The single greatest factor affecting home equity is an increase in housing prices, according to CoreLogic, a firm that specializes in data for the real estate industry. The Federal Home Loan Mortgage Corp., or Freddie Mac, reports that over the long term, the biggest driver for housing prices is demographic-driven supply and demand. When more people demand housing, prices go up. This may be because people come to an area for employment, such as in San Francisco, or because the population is weighted toward young families with children, as in Utah.

Personal Income

Personal income can affect how much equity you have in your home because an increase in how much you earn can allow you to pay off your home sooner or to add improvements that build equity.

Across the economy, an increase in personal income makes it easier for more people to afford houses, which drives demand and thus pushes up prices. The National Association of Realtors’ Housing Affordability Index looks at the ability of a family with the median income to afford the median house.

Interest Rates

Higher rates lead to longer-term mortgages and a greater amount of time needed to build equity. They can also lead to lower home affordability, which affects prices and thus equity. On the other hand, the decreased affordability may cause more people to stay in their current homes, thereby building equity by paying off the loan and possibly making improvements while they stay.

The Bottom Line

Analysts at CoreLogic report that on average, home equity increased by $51,000 for homeowners who had a mortgage between June 2020 and June 2021. An increase of that magnitude has many factors propelling it. Home equity affects the economy and, in turn, the economy affects home equity.

Frequently Asked Questions (FAQs)

What would happen to a home equity loan when the economy crashes?

In most cases, the only thing that might change is your ability to repay the loan. The equity value of your house will fall, but you will still need to repay the loan. A bank failure won’t help you either. To a bank, a loan is an asset because it generates regular income, so another bank likely would be happy to take over your home equity loan.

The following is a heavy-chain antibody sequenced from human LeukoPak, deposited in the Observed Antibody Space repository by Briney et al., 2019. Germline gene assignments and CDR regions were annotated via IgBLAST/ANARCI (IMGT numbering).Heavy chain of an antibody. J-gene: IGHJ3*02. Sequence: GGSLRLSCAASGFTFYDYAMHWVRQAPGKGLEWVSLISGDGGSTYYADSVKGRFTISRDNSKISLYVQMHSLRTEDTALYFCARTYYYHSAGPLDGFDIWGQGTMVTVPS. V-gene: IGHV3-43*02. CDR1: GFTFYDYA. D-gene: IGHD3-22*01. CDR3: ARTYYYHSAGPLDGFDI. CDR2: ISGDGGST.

How do I estimate my home equity?

The calculation of home equity is simple. It’s the value of your house minus any debt owed on it. You can find your value through a formal appraisal, or you can estimate it by looking at selling prices of similar houses in your neighborhood. Your bank will have the current payoff value of your mortgage.

What other factors affect home equity?

One component of home equity is the value of the improvements you make to your housing. Keeping the furnace maintained, replacing the roof as necessary, and repainting dated rooms are among the ways that you can improve the value of your residence, regardless of what’s happening in the economy. Such upgrades also will make your house a more pleasant place to live.

Want to read more content like this? Sign up for The Balance’s newsletter for daily insights, analysis, and financial tips, all delivered straight to your inbox every morning!

Was this page helpful?
The Balance uses only high-quality sources, including peer-reviewed studies, to support the facts within our articles. Read our editorial process to learn more about how we fact-check and keep our content accurate, reliable, and trustworthy.
  1. Federal Reserve Bank. “The Great Recession and Its Aftermath.”

  2. Bank of America. “How To Calculate Your Home Equity.”

  3. Federal Reserve Bank. “Distribution of Household Wealth in the U.S. Since 1989,” download Table of Wealth by Wealth Percentile, 2021: Q4 figures.

  4. Federal Reserve Bank of St. Louis. “S&P/Case-Shiller U.S. National Home Price Index.”

  5. Freddie Mac. “U.S. Population Growth: Where Is Housing Demand Strongest?” Page 1.

  6. Harvard University Joint Center for Housing Studies. “Rising Interest Rates and What They Mean for Home Improvement.”

  7. CoreLogic. “Home Equity Wealth Bolsters Economic Growth.”

Related Articles